Rabat - On Sunday Hamid Chabar was appointed as the new Moroccan ambassador to Mauritania o by King Mohammed VI during a ceremony in Casablanca’s Royal Palace inaugurating 13 new ambassadors.
Rabat – On Sunday Hamid Chabar was appointed as the new Moroccan ambassador to Mauritania o by King Mohammed VI during a ceremony in Casablanca’s Royal Palace inaugurating 13 new ambassadors.
Amid long-standing diplomatic tensions with Mauritania over issues such as the Western Sahara , Chabar’s resume shows him to be an ideal candidate to help alleviate the strained relations with Morocco’s southern neighbor.
With a doctorate degree in international relations from the University of Brussels and a post graduate degree from l’Institut d’études des pays en développement in Leuven, Chabar has assumed several diplomatic roles since he became a university professor.
While working as a professor at l’Ecole Nationale d’Administration (ENA) in Rabat, Chabar was appointed as an advisor on the Western Sahara issue at the Ministry of Interior and was later put in charge of coordinating with United Nations Mission for Western Sahara (MINURSO).
His relevant experience led him to later be appointed as a governor of the southern region of Oued Eddahab-Lagouira as well as a Wali in charge of international cooperation at the Ministry of Interior.
Chabar has impressive international experience too, having served as Morocco’s ambassador to Ghana, a United Nations (UN) extraordinary ambassador and the kingdom’s deputy representative to the UN.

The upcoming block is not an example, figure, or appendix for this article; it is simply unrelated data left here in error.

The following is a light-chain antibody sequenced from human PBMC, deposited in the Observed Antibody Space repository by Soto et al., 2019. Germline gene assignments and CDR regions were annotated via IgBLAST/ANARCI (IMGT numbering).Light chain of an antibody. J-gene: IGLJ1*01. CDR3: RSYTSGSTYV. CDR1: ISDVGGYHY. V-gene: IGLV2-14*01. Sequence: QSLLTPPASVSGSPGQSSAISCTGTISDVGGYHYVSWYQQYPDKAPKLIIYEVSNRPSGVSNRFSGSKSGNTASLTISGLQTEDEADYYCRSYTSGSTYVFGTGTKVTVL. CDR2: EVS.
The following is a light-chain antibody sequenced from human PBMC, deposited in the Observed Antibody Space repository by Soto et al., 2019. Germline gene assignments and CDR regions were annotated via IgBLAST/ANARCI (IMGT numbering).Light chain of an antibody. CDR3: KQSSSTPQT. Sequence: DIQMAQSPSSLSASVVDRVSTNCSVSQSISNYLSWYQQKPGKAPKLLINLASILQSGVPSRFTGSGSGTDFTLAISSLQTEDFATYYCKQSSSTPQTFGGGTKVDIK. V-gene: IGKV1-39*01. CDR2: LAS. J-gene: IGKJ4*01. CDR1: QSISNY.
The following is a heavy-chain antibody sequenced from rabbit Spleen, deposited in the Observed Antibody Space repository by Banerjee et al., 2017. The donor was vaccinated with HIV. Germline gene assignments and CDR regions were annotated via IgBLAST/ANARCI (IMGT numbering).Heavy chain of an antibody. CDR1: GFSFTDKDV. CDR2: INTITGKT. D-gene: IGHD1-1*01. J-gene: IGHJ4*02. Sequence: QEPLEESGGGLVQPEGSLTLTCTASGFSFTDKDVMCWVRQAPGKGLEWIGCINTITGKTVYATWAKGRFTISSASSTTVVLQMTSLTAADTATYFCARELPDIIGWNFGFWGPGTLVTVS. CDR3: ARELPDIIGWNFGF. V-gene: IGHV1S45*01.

The married father-of-three’s professional history earned him membership to the commission that planned Morocco’s 2007 Autonomy Proposal for Western Sahara, which was later presented to the UN.
Chabar’s appointment comes at a time when Morocco seems to be willing to resolve diplomatic issues with Mauritania.
Istiqlal Party leader Hamid Chabat’s statements in December 2016 that Mauritania was historically part of Morocco were met angrily by Mauritania’s ruling party, Union for the Republic.
The King responded by sending the then-head of Moroccan government Abdelilah Benkirane to Nouakchott to meet with Mauritanian President Mohamed Ould Abdelaziz to decrease tensions.
Chabar’s appointment also comes just months after the death of former Moroccan ambassador to Mauritania, Abderahmane Benomar in December 2016, who served in the role for 15 years.
Benomar was the subject of a rumor that alleged Nouakchott wanted him to be replaced by another ambassador.
With Africa being the Morocco’s current foreign policy priority, resolving issues with Mauritania remains an important issue. Whether or not Chabar succeeds in his role, a difficult task awaits him.